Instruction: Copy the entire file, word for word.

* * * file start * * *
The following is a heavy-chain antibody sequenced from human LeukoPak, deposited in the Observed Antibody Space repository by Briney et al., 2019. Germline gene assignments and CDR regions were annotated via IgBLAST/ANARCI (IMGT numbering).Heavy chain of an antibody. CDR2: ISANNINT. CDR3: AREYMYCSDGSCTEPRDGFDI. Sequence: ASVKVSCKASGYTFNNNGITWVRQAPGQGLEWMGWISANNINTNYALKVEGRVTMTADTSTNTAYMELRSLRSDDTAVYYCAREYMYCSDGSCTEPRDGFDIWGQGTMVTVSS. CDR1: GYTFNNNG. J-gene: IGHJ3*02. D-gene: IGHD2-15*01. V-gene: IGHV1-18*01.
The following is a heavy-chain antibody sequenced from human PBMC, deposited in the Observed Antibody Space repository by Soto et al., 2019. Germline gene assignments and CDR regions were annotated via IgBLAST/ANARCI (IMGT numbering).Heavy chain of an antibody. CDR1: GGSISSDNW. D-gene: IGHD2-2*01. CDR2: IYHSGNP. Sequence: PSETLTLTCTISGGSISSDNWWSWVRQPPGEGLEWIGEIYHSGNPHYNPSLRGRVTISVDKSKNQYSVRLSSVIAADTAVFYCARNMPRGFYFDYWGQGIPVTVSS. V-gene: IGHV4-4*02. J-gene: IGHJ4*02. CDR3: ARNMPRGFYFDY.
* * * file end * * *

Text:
The following is a heavy-chain antibody sequenced from human LeukoPak, deposited in the Observed Antibody Space repository by Briney et al., 2019. Germline gene assignments and CDR regions were annotated via IgBLAST/ANARCI (IMGT numbering).Heavy chain of an antibody. CDR2: ISANNINT. CDR3: AREYMYCSDGSCTEPRDGFDI. Sequence: ASVKVSCKASGYTFNNNGITWVRQAPGQGLEWMGWISANNINTNYALKVEGRVTMTADTSTNTAYMELRSLRSDDTAVYYCAREYMYCSDGSCTEPRDGFDIWGQGTMVTVSS. CDR1: GYTFNNNG. J-gene: IGHJ3*02. D-gene: IGHD2-15*01. V-gene: IGHV1-18*01.
The following is a heavy-chain antibody sequenced from human PBMC, deposited in the Observed Antibody Space repository by Soto et al., 2019. Germline gene assignments and CDR regions were annotated via IgBLAST/ANARCI (IMGT numbering).Heavy chain of an antibody. CDR1: GGSISSDNW. D-gene: IGHD2-2*01. CDR2: IYHSGNP. Sequence: PSETLTLTCTISGGSISSDNWWSWVRQPPGEGLEWIGEIYHSGNPHYNPSLRGRVTISVDKSKNQYSVRLSSVIAADTAVFYCARNMPRGFYFDYWGQGIPVTVSS. V-gene: IGHV4-4*02. J-gene: IGHJ4*02. CDR3: ARNMPRGFYFDY.